Asteroids May Have Fostered Life on Mars

By Julia Newman


Fig 1: Analysis of Mars’ surface shows a history of bombardment.


Ever since the official announcement of water on Mars just last September, the search for habitable conditions on the planet has been more intense than ever. Studies from earlier this week suggest that while Earth’s surface is affected mostly by erosion and plate tectonics, Mars has been subjected to billions of years of bombardment by asteroids and comets, greatly changing the planet’s water cycle throughout its existence. Despite Mars’ currently extremely cold surface, these bombardments may have been able to liquefy the existing water by increasing the planet’s atmospheric pressure. This existence of water has created an environment that could potentially foster life, much like hydrothermal systems found in Yellowstone National Park, but only for a short period of time in Mars’ history. Because Earth most likely spent most of its existence in a state hospitable to life, this new data about Mars allows researchers to better develop a timeline of the development of our solar system.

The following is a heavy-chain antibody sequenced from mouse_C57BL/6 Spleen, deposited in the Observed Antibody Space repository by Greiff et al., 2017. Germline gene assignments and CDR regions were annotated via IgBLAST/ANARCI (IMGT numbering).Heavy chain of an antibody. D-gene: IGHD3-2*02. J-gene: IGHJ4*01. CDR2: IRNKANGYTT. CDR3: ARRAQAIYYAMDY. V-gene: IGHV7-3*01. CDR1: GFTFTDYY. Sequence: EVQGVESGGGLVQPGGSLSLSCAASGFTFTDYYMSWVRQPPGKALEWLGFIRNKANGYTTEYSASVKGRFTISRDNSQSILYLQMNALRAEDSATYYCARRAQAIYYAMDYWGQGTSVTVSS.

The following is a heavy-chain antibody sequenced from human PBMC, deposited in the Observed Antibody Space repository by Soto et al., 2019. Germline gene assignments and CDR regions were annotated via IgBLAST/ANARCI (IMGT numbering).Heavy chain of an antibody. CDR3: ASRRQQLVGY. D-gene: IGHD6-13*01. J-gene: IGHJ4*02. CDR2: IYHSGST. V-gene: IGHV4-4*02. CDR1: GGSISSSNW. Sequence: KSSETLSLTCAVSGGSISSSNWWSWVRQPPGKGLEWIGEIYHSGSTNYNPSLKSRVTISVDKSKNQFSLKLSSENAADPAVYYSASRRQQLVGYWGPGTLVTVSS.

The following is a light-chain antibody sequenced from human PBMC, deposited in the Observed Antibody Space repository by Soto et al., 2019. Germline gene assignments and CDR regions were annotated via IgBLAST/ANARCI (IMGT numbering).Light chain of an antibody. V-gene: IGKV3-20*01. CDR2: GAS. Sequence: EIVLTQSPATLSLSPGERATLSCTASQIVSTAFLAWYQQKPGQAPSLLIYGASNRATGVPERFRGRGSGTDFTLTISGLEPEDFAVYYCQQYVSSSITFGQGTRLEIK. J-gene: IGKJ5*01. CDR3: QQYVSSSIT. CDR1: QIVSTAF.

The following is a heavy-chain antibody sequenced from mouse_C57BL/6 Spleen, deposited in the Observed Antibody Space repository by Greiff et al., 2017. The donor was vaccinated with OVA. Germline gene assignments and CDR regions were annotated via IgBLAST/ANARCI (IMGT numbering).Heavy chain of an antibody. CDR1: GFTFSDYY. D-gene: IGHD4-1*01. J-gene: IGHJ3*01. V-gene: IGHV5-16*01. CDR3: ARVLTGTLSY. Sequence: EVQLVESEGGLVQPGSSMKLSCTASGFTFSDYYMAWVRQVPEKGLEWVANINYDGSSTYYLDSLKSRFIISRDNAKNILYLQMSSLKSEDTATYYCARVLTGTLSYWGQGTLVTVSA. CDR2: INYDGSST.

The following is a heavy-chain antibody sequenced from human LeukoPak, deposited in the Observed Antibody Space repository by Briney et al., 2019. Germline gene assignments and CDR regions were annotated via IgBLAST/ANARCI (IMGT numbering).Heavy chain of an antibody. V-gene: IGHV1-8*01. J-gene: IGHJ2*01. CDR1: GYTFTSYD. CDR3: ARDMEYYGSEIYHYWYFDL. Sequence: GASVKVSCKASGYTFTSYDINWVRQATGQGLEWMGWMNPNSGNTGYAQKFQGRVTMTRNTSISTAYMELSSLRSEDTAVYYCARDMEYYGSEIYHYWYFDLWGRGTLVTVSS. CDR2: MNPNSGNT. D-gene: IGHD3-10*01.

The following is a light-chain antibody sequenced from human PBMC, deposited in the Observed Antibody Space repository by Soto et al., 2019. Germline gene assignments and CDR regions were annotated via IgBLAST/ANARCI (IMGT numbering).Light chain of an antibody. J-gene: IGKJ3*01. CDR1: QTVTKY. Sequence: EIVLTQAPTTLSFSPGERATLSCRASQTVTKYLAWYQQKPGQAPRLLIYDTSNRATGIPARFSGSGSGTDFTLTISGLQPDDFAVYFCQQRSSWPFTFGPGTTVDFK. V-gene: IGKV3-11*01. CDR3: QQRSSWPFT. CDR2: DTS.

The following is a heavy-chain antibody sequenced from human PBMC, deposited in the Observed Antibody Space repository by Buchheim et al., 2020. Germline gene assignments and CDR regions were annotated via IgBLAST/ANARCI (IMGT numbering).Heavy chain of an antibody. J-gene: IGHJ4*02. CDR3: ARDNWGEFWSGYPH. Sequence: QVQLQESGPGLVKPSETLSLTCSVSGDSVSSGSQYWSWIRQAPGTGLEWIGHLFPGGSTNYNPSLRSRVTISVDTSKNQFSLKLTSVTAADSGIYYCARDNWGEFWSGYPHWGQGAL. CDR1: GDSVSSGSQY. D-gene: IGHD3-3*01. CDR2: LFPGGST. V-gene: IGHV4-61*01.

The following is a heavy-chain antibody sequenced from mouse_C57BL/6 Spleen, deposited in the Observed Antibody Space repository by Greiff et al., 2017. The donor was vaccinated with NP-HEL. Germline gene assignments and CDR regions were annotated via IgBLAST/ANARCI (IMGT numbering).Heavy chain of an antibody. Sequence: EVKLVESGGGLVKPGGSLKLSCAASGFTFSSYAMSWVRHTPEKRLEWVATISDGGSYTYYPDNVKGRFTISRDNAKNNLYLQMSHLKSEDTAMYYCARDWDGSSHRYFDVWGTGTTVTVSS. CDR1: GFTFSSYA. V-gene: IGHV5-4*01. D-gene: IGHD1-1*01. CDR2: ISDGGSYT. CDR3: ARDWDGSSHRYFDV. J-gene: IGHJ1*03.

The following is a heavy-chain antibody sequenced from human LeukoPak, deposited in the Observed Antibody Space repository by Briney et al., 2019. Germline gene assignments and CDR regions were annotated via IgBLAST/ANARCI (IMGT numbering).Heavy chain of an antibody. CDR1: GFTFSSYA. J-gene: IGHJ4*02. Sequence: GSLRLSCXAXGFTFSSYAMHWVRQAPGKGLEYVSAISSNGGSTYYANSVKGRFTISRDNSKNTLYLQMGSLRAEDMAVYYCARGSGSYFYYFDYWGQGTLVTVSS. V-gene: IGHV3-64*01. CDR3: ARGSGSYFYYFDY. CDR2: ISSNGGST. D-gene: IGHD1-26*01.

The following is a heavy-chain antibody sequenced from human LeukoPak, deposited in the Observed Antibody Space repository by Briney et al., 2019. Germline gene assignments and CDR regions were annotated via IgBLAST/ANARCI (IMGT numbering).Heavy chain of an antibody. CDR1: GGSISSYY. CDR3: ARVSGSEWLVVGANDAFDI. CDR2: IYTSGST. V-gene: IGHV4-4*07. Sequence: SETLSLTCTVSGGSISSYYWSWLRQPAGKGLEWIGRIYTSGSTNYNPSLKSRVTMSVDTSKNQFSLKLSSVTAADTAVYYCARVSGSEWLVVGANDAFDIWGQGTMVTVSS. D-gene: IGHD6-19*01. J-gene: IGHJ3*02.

1. University of Colorado, Early Mars bombardment likely enhanced life-supporting habitat. Astronomy Magazine (2016).

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